Molly's Musings | Questions Addressed About Insurance

Molly's Musings

Questions addressed that may be a bit amusing.

Why won’t Huggins Insurance let me purchase the minimum liability limits that the state requires?

Let’s use some common sense here. The minimum limit the State of Oregon requires you to carry for property damage for the car you slam into is $10,000. Maybe it will help if I make that a little bolder. $10,000. New cars cost thrice that amount. You could meander into a car 7 years old and still owe a ton of dough after your insurance company pays out their measly $10,000.

I haven’t even started on bodily injury. Admit it. You’ve watched one of those hidden camera reality shows that run at 3:00 in the morning that show people faking falls in grocery stores so they can sue the store. Imagine rear-ending one of those people, and ta-da, they are injured. Really injured. Documented by a law-abiding doctor with awards for saving kittens out of trees in his exam room. Do you think that person will be satisfied with $25,000 which is what the State of Oregon requires? Let me write it a little bolder so you understand the gravity of the situation. $25,000.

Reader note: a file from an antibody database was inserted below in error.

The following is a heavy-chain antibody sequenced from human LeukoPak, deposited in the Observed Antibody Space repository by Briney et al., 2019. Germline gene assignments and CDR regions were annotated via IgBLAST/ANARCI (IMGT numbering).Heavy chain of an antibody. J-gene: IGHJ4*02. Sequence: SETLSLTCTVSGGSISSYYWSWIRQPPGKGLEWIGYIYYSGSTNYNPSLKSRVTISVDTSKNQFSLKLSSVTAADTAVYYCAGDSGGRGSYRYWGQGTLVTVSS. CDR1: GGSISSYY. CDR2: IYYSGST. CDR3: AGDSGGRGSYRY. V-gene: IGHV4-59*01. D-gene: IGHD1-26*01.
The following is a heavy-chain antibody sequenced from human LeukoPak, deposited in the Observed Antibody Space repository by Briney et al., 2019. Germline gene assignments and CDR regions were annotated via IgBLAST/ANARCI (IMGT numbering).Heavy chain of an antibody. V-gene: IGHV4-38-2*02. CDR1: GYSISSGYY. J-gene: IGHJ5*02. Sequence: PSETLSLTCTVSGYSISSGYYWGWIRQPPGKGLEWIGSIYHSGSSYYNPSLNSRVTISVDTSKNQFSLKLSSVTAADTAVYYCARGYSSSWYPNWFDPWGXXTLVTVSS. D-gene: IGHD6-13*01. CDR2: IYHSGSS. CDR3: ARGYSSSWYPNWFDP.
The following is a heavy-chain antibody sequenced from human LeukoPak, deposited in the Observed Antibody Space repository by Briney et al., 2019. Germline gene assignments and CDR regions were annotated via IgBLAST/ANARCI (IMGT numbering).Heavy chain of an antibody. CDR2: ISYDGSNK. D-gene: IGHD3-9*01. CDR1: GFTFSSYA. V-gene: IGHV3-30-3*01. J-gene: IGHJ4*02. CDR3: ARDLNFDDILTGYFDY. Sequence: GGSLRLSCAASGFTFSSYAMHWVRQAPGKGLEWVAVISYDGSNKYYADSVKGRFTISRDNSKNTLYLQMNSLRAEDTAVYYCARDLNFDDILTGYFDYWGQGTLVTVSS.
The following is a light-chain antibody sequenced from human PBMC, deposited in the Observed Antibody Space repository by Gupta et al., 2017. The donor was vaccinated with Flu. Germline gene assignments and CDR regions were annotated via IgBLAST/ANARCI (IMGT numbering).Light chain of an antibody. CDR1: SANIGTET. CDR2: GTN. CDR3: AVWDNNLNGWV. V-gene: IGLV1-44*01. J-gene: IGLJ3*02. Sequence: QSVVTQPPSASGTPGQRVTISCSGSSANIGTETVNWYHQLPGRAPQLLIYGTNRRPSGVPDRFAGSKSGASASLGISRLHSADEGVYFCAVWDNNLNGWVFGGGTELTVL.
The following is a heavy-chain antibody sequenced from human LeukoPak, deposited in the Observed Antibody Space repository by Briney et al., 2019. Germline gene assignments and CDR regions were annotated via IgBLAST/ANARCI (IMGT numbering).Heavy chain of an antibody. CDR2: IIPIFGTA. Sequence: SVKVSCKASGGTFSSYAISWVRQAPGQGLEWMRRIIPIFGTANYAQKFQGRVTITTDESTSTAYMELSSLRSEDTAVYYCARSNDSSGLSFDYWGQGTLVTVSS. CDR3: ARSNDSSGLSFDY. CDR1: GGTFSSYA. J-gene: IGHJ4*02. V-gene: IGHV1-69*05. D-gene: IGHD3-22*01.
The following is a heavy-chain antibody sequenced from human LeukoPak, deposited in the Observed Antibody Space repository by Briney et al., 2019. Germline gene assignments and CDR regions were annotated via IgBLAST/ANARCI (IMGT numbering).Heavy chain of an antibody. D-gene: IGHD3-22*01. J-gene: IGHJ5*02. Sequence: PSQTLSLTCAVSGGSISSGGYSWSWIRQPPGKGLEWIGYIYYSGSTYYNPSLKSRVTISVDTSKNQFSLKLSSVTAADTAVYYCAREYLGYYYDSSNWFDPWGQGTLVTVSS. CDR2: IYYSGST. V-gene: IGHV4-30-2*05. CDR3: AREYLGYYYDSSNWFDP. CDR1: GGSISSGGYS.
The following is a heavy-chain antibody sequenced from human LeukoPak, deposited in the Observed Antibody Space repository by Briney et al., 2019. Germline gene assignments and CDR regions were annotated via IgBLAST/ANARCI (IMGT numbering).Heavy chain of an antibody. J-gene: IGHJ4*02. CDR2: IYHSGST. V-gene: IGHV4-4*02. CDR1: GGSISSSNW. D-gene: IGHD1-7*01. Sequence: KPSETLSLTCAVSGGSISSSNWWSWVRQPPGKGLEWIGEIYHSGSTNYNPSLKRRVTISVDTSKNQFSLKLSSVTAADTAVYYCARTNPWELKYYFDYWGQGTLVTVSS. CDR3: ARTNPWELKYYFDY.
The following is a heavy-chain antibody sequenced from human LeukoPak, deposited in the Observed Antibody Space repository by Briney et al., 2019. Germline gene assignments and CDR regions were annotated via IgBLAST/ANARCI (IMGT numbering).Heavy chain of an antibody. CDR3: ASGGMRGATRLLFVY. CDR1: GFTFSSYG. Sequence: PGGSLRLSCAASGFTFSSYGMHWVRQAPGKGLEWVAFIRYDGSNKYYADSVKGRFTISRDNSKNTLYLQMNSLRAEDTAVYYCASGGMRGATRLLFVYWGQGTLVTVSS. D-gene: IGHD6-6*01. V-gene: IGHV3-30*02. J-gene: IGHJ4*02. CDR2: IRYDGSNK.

Huggins Insurance recommends that you carry liability limits of at least $100,000 per person for bodily injury, $300,000 per accident for bodily injury, and $100,000 for property damage. We don’t care that it will cover the cost of your accident. We want the $5 extra in commission it will grant us with your higher liability limits. That’s right. Increasing your liability limits is generally a pidly little amount of extra premium. Oh and we also get added benefit of not getting sued by you when your policy limits don’t cover the cost of your accident.

 

What do I do if I’m involved in an accident?